“The Autism Treatment Network: Bringing Best Practices to All Children with Autism,” is an article by Coury et al. (2020) from a research network on health that aims to improve the medical aspects of disorders in the autism spectrum. Over the past ten years, the network has conducted more than two dozen clinical studies with such works being disseminated using various presentations at scientific meetings as well as medical journal publications. The article describes past accomplishments and various activities happening currently and outlines various planned undertakings. It discusses challenges that emerge in the support for network activities and solutions that can be used to solve such problems.
The Autism Treatment Network (ATN) began as a group of clinical investigators concerned about medical aspects related to autism spectrum disorders (ASDS). The ATN created a registry where children who were enrolled were described well using evaluations of medical, behavioral, and cognitive measures (Coury et al., 2020). These measures were used to collect research data and create best practices in clinical care. All medical conditions, apart from autism, were documented, making it easier for a better picture of other medical problems that co-occur to emerge.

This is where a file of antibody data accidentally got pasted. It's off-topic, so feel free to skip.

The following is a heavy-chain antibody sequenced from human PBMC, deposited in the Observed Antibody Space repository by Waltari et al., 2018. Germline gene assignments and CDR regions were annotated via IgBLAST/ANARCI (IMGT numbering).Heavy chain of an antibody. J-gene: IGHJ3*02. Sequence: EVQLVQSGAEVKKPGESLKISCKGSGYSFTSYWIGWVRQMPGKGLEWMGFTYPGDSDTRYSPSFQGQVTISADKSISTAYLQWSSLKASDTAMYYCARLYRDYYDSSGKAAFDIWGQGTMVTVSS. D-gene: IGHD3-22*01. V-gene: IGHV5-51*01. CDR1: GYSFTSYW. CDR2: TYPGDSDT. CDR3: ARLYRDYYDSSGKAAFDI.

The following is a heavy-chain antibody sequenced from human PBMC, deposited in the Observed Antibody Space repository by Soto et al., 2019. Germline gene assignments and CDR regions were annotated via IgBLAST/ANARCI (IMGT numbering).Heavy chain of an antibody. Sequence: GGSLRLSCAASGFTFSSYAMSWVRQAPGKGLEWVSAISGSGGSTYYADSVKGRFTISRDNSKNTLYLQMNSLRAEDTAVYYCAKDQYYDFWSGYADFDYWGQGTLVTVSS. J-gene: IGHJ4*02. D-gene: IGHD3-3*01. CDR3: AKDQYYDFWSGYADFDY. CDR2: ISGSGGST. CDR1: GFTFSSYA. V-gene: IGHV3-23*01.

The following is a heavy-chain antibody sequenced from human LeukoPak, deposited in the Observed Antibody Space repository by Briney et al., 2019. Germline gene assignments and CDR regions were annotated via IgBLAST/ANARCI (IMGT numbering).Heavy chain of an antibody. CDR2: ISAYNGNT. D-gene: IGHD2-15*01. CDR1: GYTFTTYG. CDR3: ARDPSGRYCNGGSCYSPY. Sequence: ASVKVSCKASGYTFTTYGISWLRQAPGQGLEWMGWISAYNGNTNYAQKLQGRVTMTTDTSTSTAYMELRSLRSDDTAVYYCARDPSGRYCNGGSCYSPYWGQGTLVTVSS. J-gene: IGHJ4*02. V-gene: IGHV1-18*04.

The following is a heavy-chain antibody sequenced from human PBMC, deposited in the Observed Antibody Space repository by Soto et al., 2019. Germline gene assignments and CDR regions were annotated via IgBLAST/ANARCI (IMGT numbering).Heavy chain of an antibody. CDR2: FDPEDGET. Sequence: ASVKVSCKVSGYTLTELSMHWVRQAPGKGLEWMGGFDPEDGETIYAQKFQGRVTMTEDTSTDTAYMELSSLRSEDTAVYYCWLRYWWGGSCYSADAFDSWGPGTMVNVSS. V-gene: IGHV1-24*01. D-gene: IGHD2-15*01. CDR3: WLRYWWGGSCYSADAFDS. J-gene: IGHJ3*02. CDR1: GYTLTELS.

How the Results and Findings were obtained
In this article, clinicians conducted systematic reviews to quickly determine the best treatment for autism spectrum disorder (ASD). Practice pathways were also developed, tested, and published so that they could be disseminated. The article's findings aimed at dispelling myths that surround gastrointestinal (GI) issues such as constipation and sleep-onset insomnia (Coury et al., 2020). The ATN-AIR-P combined network first conducted systematic reviews. It produced practice pathways that played a significant role in identifying areas that needed additional research in ASD and anxiety screening and diagnosis. The investigators studied children’s nutritional statuses to reveal those at risk of being under or overexposed to vitamins and other vital nutrients.
The researchers studied iron statuses and how they are related to sleep issues and metabolic concerns like bone mineral density and creatine deficiency syndrome (Coury et al., 2020). The network investigators also researched on iron supplements for restless sleep, electronic toilet training alarms, and using metformin to reduce the weight gained from atypical antipsychotic medications. The article majored in three primary network studies from the 20 influential publications of 2017 that were compiled by the Interagency Autism Coordinating Committee (Coury et al., 2020). A one-year study was conducted to help create further confirmation for the effectiveness of one approach in particular that helped create significant attention in problem standard management. The results acquired provided insights to the efficacy and feasibility of the physical intervention in exercises hence a reduction in children's anxiety from families that do not deserve such children.